Top 5 alleged improvements for Samsung Galaxy S22 and S22 Plus

Top 5 alleged improvements for Samsung Galaxy S22 and S22 Plus

We aren’t going to find out which features are real and which are not until the Samsung Galaxy Unpacked 2022 event, which is rumored for February 9. So for the time being, take a look below for the changes we will be the most excited for if they come true. After using 12MP main cameras since the Galaxy S7 (excluding the recent Ultra models), Samsung is rumored to be moving to 50MP main cameras. Assuming it’s the Samsung GN1 sensor that’s going into these phones, then it’ll make for more detailed and attractive images. It’s the same sensor found in the Google Pixel 6, after all.

According to reports, the Galaxy S22 and Galaxy S22 Plus, the cheapest two editions of the Samsung Galaxy S22, will receive significant enhancements. While not as significant as the Galaxy S22 Ultra’s anticipated enhancements, the S22 and S22 Plus are expected to receive significant improvements to their cameras, chips, and displays, which should make the two phones significantly better. We predict one of the Galaxy S22 and S22 Plus (or possibly both) to make it onto our best phones list due to their attractive features and low price. Phones like the Google Pixel 6 or the iPhone 13 and iPhone 13 Pro are in the same price bracket as the S22 and S22 Plus, so they’re a good comparison.


  • Another photography feature to get excited for is the alleged addition of a 3x optical zoom camera. The previous few Galaxy S phones (again excluding the Ultra models), only offered 3x hybrid zoom, using a mixture of optical and digital zoom. But this year the rumors seem to say it’s fully optical magnification. That’s notable since it comes close, or even beats, much more expensive phones’ telephoto cameras. The iPhone 13 Pro and iPhone 13 Pro Max have 3x zoom, for example. The OnePlus 10 Pro has a slightly more powerful 3.3x magnification for its telephoto camera, and the Pixel 6 Pro manages 4x zoom. It’ll be hard to find higher magnification on a phone in this price range.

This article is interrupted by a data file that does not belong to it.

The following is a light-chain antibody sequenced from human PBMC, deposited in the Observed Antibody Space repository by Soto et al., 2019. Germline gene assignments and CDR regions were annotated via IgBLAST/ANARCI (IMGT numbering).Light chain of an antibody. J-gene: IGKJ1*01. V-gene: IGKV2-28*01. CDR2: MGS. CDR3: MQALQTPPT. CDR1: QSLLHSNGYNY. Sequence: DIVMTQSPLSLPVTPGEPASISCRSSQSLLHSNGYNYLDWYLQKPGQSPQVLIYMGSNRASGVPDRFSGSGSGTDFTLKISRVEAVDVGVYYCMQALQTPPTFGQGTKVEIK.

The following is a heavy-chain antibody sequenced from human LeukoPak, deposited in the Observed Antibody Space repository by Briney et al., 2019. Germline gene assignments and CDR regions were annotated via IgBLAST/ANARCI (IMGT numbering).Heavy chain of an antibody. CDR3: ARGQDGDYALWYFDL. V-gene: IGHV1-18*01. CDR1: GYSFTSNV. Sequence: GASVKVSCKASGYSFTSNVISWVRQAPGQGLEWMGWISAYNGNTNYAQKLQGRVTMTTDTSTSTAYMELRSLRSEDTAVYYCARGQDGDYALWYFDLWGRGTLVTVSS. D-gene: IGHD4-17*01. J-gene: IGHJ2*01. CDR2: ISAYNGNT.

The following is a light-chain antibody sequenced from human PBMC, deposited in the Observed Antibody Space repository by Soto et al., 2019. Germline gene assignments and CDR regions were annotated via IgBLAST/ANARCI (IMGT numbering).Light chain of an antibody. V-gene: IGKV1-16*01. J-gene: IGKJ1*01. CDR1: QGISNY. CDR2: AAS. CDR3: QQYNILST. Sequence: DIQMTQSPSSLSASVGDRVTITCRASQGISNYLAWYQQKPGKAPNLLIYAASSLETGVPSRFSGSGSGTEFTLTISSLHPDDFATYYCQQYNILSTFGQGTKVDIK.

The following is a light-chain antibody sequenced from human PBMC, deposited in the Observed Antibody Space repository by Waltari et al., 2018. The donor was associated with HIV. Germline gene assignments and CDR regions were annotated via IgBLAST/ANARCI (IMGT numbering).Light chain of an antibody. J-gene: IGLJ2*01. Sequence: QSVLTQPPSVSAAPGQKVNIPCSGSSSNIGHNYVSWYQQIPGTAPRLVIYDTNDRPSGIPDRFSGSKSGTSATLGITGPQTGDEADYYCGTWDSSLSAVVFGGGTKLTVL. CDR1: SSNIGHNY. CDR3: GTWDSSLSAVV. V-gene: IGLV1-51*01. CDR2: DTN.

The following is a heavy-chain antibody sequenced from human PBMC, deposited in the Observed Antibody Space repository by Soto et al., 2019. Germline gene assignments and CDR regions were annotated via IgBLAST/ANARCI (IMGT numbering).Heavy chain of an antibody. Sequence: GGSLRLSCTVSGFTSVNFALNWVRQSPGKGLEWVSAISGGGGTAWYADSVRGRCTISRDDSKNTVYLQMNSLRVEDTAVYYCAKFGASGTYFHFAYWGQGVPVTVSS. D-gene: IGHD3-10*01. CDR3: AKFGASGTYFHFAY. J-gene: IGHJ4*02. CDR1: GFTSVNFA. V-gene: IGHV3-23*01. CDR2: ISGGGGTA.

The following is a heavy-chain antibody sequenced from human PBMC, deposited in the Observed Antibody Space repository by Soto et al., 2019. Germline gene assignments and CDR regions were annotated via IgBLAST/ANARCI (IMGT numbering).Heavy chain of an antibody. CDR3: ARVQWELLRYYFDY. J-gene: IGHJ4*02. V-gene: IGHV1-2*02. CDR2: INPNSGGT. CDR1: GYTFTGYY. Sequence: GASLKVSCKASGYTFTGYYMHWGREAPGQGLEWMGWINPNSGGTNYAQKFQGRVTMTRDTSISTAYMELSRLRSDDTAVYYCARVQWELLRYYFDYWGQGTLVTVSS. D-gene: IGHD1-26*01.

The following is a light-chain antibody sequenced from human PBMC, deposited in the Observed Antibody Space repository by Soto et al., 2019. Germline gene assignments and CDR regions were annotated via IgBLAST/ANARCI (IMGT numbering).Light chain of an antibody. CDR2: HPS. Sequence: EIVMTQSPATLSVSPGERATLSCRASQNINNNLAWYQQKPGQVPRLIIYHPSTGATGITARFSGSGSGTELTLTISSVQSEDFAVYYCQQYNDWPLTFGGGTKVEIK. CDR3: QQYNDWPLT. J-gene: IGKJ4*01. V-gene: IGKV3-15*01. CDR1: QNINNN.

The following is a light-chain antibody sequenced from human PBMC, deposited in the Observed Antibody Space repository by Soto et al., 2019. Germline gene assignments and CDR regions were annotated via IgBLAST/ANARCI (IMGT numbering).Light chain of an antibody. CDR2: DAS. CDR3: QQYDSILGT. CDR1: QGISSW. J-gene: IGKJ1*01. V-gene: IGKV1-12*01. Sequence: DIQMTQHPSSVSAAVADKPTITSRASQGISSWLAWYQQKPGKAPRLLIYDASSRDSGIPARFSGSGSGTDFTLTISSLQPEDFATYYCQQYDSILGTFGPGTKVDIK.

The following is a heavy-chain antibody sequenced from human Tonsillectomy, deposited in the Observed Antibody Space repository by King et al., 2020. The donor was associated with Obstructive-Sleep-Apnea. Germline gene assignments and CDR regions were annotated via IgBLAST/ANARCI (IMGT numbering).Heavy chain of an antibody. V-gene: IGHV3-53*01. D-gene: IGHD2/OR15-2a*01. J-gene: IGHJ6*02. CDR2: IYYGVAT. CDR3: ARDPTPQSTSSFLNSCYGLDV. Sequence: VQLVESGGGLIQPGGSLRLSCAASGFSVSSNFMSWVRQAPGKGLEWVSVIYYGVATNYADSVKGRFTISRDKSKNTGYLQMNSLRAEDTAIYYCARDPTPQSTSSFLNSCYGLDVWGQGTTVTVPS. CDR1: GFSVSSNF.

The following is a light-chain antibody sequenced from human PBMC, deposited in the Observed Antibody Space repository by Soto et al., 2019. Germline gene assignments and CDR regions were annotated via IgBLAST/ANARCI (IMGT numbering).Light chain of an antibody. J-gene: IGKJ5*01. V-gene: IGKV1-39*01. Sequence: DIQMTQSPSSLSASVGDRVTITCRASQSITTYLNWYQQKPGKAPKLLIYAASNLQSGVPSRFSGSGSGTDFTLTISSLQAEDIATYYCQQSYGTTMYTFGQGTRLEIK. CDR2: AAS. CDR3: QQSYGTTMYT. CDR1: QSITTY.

• There’s more to be excited about than just the sensor though. Another part of this rumor is that this will be an “Adaptive Pixel” camera, which supposedly means the Galaxy S22 and Galaxy S22 Plus will be able to take photos at both lower and higher resolutions. Lower resolutions from camera sensors aren’t unique; this is what’s known as pixel-binning, and creates larger virtual pixels from the sensor’s real ones to capture enhanced brightness from a scene. Extrapolating smaller images to create larger ones isn’t something we’ve seen before as a built-in smartphone camera option, so it’ll be interesting to see what Samsung wants to do with this ability.

As expected, there’s a new generation of chipsets tipped for the Galaxy S22. And yes, there’s two: either the Snapdragon 8 Gen 1 if you’re in the U.S., or the Samsung Exynos 2200 if you’re elsewhere. Both of these have produced some impressive leaked benchmarks that should make sure the S22 and S22 Plus offer some of the year’s best performance figures. However, there’s one unique extra edge for the S22 handsets equipped with the Exynos 2200 chip: AMD graphics. The Xclipse 920 GPU in the Exynos 2200 uses RDNA 2 architecture to offer enhanced power and ray-tracing graphics, which could put the S22 series at the top of the best gaming phones in a way none of the current phones can match.

Basically every single phone made today qualifies as a “phablet”. However, the Galaxy S22 and S22 Plus are reversing the trend of continuous size increases by reportedly shrinking a bit — from 6.2 to 6.06 inches in the S22’s case and from 6.7 to 6.5 inches for the S22 Plus. A smaller size does likely mean a smaller battery, so we’ll be keeping a close eye on what this means for battery life if we get our hands on these phones and find the rumors are true. But for users with small hands or pockets, having this size decrease may be well worth it.

An adaptive refresh rate is important for flagship phones to have, as it balances power consumption against a smooth user experience. While this was a feature the S21 and S21 Plus had last year, it may be getting an improvement this year. That would come in the form of the S22 Plus (and possibly the base S22) adopting LTPO displays. Using this instead of LTPS screens like last year, the S22 and S22 Plus could be capable of dropping to a 1Hz refresh rate, instead of the 48Hz minimum the S21 and S21 Plus can manage. That would mean even more battery life savings while keeping the screen just as responsive as before.